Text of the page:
I was drawn to this region for no more a reason than, you guessed it, a nice place to stay.
In my search of where to go in France, I discovered Gites, or farmhouses/barns/old houses turned into self-catering holiday homes. It’s a program run by the French government to sustain the countryside and prevent it from falling to ruin. They are totally affordable, and so far, all amazing.
Anyways, Dordogne is as popular as Provence. But somehow I had never heard of it before.
Now, just an aside about Provence. We loved Barjac and our stay at the lovely bed and breakfast. However, we are not Provence junkies. You hear about it again and again. It is lovely. It’s also super crowded and overdone. Therefore, I was afraid this region would be as well.
So far, so good.
We are located at the Gite-le-Duc in what is basically a cute gingerbread house near a village called Martel. Martel is mentioned in the Rough Guide but not as somewhere you need to see. I think, however, it might just be the sweetest, cutest village ever.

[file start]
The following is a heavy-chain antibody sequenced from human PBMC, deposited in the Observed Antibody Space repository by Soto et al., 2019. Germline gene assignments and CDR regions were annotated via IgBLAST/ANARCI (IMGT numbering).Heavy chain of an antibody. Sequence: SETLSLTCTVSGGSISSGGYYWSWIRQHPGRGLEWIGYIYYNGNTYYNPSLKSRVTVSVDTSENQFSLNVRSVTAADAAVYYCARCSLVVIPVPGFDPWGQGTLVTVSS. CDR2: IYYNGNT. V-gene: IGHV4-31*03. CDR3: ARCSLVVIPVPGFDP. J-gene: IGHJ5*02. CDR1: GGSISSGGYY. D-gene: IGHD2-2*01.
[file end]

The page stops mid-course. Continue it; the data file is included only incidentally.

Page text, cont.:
It’s part medieval, part 17th century – so it’s a nice break from everything being so medieval. And it has good food. So far I have eaten foie gras, potato gratin, some sort of asparagus that was injected with crack goodness, cream potatoes (not to be confused with potato gratin), cream veggies, and pork stuffed with sage and cheese. DROOL.
Our home for three days is so adorable – like I said, it’s a gingerbread house. My friends need to come here so that we can rent all the gites that are on this property. Stone houses, a pool, dripping with wisteria and a boulangerie down the road. Parfaitt n’es pas?
The countryside is barfably cute. Stone cottages, chateaux along the river, green pastures, baby goats/cows/sheep/horses. Today I kept screaming as we passed little baby farm animals with their mummies. Plus we go to sleep to the chorus of frogs and nightingales – well we would if the Engineer would let me open the windows.
Every town keeps getting prettier and prettier. All within a half an hour!